A review of Flow Festival. Or rather 10 things we learnt about Flow 2012.
1. Essentially all music festivals, wherever they are in the world are the same; but they’re also different.
Every music festival is formed by the same basic ingredients. Some music, usually played on stages, with some amenities which will usually include toilets, food and drink. These things are a given. But it’s everything else about a festival that makes it unique. Flow (which takes place in Helsinki, Finland) is pretty much unrivaled in its site location. Set in the grounds of an abandoned and derelict power station, its surrounding of harsh concrete and industrial metal form the setting to what appears like the coolest rave in a post-apocalyptic funfair. We hope the pictures give you a flavour of Flow, but there are also some great pictures on the festivals website which you can access using the link above.
2. Finnish people are clean and smell nice – even at festivals.
They really are. But maybe this is because this is a non-camping festival and everybody goes home afterwards and has a good shower or bath. However this noticeable trait of good personal hygiene also applied to the festival site which was quite simply the most litter free festival we have ever been to. There’s a lot to be said for the 1 Euro deposit on each drink purchased with plenty of refund points and bins all around the site. Even Brooklyn hipster buzz band Friends commented on the lack of dirtiness during their early evening set in the Black Tent.
3. Good festivals don’t rely solely on headliners or big names.
If they did then Flow would have been in trouble. With both Bobby Womack and Frank Ocean pulling out and Lykke Li performing her bittersweet songs with a tired, weary, wrist-slashing heaviness that didn’t suit a Friday night headline slot it was left to the somewhat smaller acts such as Ane Brun, Koralleven, Chromatics and Burning Hearts to provide some of the unexpected highlights of the weekend, although in contradiction the absolute highlight was from a headliner. Bjork’s closing set, which included incredible versions of Crystalline (streaming below) and Declare Independence (video from audience at Flow below) with a crazy female choir, pyrotechnics, lightning machine and powerful computerised beats left us feeling elated and almost overwhelmed with its equal measures of beauty and power. Bjork’s mixture of machines and nature also perfectly fitted with the environs of the space age party site which seemed to come alive at night, lit with a tasteful lighting scheme that relied on simplicity over special effects.
4. Finnish people look after their ears.
We’ve never seen so many people in a concert crowd wearing safety ear plugs.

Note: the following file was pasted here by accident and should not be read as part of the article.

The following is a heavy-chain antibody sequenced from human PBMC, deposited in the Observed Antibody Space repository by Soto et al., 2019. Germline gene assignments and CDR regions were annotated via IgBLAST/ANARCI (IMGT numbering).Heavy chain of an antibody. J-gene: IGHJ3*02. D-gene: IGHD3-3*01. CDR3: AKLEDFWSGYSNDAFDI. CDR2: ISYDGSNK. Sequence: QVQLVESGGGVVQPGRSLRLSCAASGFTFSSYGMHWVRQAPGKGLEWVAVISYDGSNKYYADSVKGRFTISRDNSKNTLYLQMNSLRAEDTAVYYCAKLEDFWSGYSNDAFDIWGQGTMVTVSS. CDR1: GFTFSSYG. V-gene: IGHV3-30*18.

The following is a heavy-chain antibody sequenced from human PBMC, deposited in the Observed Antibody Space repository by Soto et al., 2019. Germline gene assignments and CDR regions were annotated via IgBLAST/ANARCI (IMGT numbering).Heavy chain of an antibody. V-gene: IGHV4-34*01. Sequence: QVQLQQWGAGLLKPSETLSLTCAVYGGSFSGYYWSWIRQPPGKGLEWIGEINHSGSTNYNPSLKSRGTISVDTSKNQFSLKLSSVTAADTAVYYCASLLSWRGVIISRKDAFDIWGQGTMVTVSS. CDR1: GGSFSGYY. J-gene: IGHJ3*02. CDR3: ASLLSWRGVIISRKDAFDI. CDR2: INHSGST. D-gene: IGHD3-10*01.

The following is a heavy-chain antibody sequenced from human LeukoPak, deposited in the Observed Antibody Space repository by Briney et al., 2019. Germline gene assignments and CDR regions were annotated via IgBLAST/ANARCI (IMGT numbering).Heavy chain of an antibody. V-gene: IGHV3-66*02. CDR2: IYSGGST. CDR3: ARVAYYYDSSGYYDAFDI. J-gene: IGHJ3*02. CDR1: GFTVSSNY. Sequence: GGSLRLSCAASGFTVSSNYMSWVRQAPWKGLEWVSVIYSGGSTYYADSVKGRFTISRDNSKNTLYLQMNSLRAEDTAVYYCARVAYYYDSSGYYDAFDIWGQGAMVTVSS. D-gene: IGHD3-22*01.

5. There are parts of the world where dubstep still doesn’t exist.
We didn’t hear it once all weekend at Flow. Although we did hear some Turkish easy listening tunes. It was probably more enjoyable.
6. Festivals are not all about freedom.
Certain areas of the site were designated no alcohol areas, including the front section of the crowd at the main stage. This lead to the site having a regimented barrier system in place, making punters seem like sheep being herded from one pen to another. It did however have the advantage of stopping people pushing through the crowds with drinks whilst their friends reserved them a spot in front of the stage – a common occurrence at UK festivals. However it was a case of think before you drink because you couldn’t necessarily just wander wherever you wanted once you had a can of beer / cider in your hand.
7. The chances of needing wellies at Flow Festival were zero.
Although the weather stayed dry and mainly pleasantly sunny all weekend the tarmac and concrete ground covering meant that mud wasn’t an issue even it it did rain, although organisers were trying their hardest for the authentic mud feel and had imported turfs to particular areas of the site to soften it visually a little.
8. Flow doesn’t concern itself too much with staircase safety.
It’s not often you’ll read a review of a music festival that talks about the rise and goings of staircases or markings for the visually impaired on steps but we noticed that compared with our health and safety conscious UK laws these things were often missing at Flow. We spotted staircases where some risers were different heights to others on temporary structures (and watched a number of people trip because of it), goings that were uneven and inside various tents single or two steps down between levels that didn’t have their nosings marked in contrasting colours. In the darkness and with a little bit of festival drunkedness it was therefore very easy not to spot these steps and end up with a fall. Breaking More Waves blog – getting to the core of staircase safety at festivals.
9. Miike Snow is pronounced Mika not Mike.
It’s probably just us but having heard hundreds of Finnish people pronounce it as such we have realised the error of our ways. If you were doing the same, now is the time to stop.
10. Sarah Cracknell is still a beautiful person in pop.
Dressed in a shiny silver dress with fake fur and feather boa Sarah Cracknell, lead singer of St Etienne is still a fantastic pop star. The bands blend of dancey, sometimes trashy, sometimes classy electropop may have bemused some of the harder edged Finnish music fans who were waiting for The Black Keys afterwards, but there were noticeable outbreaks of deliriously stupid dancing to the likes of Sylvie, Nothing Can Stop Us Now (where Sarah forgot the words) and Only Love Can Break Your Heart.
Overall Flow Festival comes highly recommended for those who want a festival in a dramatic and unique location, with an eclectic and very cool line up, that find the idea of sleeping under canvas and the possibility of rain (and therefore mud) their worst nightmare. Just be careful on the staircases.
Bjork - Crystalline
Bjork - Declare Independence live @ Flow Festival 2012 Helsinki